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Regenerative Therapy for Stress Urinary Incontinence

Ron Jankowski a, Ryan Pruchnic a, David Wagner a, Michael B. Chancellor b

aCook MyoSite, Inc., Pittsburgh, PA, USA
bDepartment of Urology, William Beaumont Hospital, Royal Oak, MI, USA

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In anatomical and functional studies of the human and animal urethra, the middle urethral contained rhabdosphincter is critical for maintaining continence. Transplanted muscle and/or stem cells may have the ability to undergo self-renewal and multipotent differentiation, leading to sphincter regeneration. In addition, such cells may release, or be engineered to release, neurotrophins with subsequent paracrine recruitment of endogenous host cells to concomitantly promote a regenerative response of nerve-integrated muscle. Cell-based therapies include the use of autologous multipotent stem cells, such as the bone marrow stromal cells. However, harvesting bone marrow stromal stem cells is difficult, painful, and may yield low numbers of stem cells upon processing. In contrast, alternative autologous adult stem cells such as muscle-derived stem cells and adipose-derived stem cells can be easily obtained in large quantities and with minimal discomfort. We will review the neurophysiology of stress urinary incontinence (highlighting the importance of the middle urethra); current injectable cell sources for cystoscopic treatment; and the potential of muscle-derived cells.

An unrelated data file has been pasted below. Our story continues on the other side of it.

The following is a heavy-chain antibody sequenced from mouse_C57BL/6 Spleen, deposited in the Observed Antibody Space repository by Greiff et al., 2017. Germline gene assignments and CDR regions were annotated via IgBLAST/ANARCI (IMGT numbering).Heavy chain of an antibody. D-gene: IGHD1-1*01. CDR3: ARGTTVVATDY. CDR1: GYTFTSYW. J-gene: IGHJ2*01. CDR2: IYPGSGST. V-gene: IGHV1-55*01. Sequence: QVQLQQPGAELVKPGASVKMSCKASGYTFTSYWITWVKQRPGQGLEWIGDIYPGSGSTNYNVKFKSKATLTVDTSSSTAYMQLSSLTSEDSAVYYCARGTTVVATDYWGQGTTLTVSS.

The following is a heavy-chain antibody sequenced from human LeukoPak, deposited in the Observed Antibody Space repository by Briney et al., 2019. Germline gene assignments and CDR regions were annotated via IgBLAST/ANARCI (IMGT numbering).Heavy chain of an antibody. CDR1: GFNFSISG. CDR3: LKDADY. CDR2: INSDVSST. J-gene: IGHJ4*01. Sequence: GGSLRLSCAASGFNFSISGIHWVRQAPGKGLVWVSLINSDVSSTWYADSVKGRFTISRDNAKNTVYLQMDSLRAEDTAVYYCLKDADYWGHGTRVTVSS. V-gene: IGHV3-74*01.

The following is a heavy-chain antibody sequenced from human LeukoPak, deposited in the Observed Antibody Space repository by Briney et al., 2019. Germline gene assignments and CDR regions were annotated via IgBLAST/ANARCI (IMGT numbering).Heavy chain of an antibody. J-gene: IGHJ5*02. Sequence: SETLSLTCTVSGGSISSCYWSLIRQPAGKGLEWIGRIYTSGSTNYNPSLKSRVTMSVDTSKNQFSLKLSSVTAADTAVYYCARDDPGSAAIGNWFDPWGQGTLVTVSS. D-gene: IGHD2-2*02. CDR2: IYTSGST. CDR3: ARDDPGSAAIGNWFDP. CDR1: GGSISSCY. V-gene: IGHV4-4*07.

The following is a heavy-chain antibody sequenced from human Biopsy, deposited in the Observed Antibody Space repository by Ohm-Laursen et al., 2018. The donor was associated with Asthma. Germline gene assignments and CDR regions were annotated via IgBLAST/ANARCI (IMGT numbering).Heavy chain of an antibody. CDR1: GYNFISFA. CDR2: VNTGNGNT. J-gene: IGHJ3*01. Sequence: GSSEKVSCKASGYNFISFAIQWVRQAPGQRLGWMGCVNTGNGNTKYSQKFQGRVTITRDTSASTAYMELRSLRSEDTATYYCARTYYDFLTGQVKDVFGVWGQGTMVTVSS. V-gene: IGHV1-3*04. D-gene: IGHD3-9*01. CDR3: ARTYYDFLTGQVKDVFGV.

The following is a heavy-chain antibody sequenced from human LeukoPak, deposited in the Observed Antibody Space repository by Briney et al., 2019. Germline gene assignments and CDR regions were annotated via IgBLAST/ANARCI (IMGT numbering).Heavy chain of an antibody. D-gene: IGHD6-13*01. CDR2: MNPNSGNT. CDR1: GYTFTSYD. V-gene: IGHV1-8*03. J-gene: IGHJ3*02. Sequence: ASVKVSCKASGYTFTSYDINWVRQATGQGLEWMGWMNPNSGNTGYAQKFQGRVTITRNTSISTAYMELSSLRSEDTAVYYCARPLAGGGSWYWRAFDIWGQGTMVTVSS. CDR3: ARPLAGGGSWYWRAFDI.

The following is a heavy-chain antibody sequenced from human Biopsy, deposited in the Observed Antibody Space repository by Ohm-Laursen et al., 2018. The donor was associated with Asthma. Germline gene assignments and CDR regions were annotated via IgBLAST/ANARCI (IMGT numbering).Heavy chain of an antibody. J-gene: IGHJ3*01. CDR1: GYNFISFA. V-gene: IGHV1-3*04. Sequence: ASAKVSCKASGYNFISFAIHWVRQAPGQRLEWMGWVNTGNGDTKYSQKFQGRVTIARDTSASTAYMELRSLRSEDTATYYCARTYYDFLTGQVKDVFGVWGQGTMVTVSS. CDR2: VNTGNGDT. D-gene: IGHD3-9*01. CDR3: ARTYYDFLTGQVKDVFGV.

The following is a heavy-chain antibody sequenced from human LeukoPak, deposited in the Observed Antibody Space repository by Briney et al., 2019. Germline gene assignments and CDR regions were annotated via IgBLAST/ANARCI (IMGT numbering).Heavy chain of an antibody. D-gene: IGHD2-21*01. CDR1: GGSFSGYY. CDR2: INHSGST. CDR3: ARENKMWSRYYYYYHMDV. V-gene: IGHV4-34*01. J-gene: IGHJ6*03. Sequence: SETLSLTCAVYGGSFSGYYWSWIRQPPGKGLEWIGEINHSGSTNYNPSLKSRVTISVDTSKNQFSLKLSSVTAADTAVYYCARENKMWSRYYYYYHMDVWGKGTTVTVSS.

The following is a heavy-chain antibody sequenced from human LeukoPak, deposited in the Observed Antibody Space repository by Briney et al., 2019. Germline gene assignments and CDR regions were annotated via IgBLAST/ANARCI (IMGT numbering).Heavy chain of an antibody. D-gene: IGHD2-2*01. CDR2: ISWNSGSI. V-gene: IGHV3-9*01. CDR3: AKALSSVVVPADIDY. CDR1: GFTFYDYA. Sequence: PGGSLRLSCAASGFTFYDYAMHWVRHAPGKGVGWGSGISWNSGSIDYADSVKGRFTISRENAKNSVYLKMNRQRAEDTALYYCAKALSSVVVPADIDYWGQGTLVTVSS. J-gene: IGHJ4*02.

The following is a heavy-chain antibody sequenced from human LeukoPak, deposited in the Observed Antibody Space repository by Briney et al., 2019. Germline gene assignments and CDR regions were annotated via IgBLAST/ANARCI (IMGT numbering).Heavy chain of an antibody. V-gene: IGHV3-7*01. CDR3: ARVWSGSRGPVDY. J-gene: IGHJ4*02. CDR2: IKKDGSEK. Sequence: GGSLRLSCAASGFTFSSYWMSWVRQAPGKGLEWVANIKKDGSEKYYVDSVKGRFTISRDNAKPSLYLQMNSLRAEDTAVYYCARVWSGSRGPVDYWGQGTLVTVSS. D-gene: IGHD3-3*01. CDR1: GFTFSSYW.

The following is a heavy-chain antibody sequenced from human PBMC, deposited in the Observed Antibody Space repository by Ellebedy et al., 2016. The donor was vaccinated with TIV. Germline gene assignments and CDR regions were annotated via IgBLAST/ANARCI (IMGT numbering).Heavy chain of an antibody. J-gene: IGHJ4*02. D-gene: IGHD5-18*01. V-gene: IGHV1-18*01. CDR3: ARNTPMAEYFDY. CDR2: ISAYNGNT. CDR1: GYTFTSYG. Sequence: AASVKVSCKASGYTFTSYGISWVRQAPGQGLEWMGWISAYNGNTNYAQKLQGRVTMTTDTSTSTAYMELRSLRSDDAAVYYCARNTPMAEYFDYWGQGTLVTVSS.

Adipose; Muscle; Stem cells; Urethral sphincter; Urinary incontinence


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